FIG. 1 is an isometric view of a partially sectioned TCM 1, with lower frame 2 and upper frame with integral cold plate 3. Bolts 10 secure the upper frame 3 to lower frame 2 with compression seal 5. The integral cold plate 3 exchanges heat away from semiconductor chips 6, and, provides a protective enclosure for chips 6 and substrate 4. Slot 7 for receiving the pluggable receptacle part 8 is formed by a well in the lower frame 2 and reference surface of a lateral adjustment bracket 9, attached to the upper frame 3 by cap screws 11. Optical fiber ribbon cable 15 interfaces to corresponding fiber studs across a transverse cylinder coupling lens mounted in the embedded receptacle member 19 (not shown).

The reference surface of lateral adjustment bracket 9 has a protrusion for engaging the guide slot 12 of the pluggable cluster connector assembly 8. Lateral adjustment of the right angle bracket 9 is accomplished by loosening cap screws 11, rotating eccentric cam 13, and retightening cap screws 11.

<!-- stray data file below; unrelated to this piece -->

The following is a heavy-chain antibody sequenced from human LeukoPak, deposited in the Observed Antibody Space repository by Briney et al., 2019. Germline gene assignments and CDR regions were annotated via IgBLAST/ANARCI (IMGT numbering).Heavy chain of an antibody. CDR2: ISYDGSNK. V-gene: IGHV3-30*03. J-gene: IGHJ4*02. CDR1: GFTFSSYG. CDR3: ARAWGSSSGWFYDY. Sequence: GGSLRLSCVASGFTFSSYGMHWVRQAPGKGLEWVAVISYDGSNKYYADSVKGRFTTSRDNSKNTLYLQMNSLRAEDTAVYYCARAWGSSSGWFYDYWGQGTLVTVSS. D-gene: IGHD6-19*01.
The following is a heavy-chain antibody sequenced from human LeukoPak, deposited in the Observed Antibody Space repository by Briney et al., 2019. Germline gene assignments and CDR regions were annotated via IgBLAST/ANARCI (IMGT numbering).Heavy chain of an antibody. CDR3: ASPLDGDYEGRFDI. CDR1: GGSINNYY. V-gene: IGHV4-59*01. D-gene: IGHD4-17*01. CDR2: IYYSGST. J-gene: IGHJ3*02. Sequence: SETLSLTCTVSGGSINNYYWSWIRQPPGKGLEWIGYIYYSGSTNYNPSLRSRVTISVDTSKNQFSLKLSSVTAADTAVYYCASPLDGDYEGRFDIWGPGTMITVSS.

FIG. 2 is a cross-section of the connector system in the mated position. The optical fiber 15 in cluster assembly 8 is inserted into slot 7 across spring loaded ball 16 which, under compression, forces the leading section of the pluggable member 8 against the reference guide plane of bracket 9 and maintains engagement of the protrusion and guide slot 12. This aligns optical fibers 15 with the transverse cylindrical coupling lens 17 and embedded receptacle optical fibers 21. The optical signal path is completed by turning end-facet 26 reflections up to integrated photoreceiver in semiconductor chip 6. Mechanical auto-alignment is effected and assured by capture of the pluggable member into the opposed angled edges 18 of the embedded silicon actuation structure with autostop at the butt position of fiber 15 to cylinder lens 16.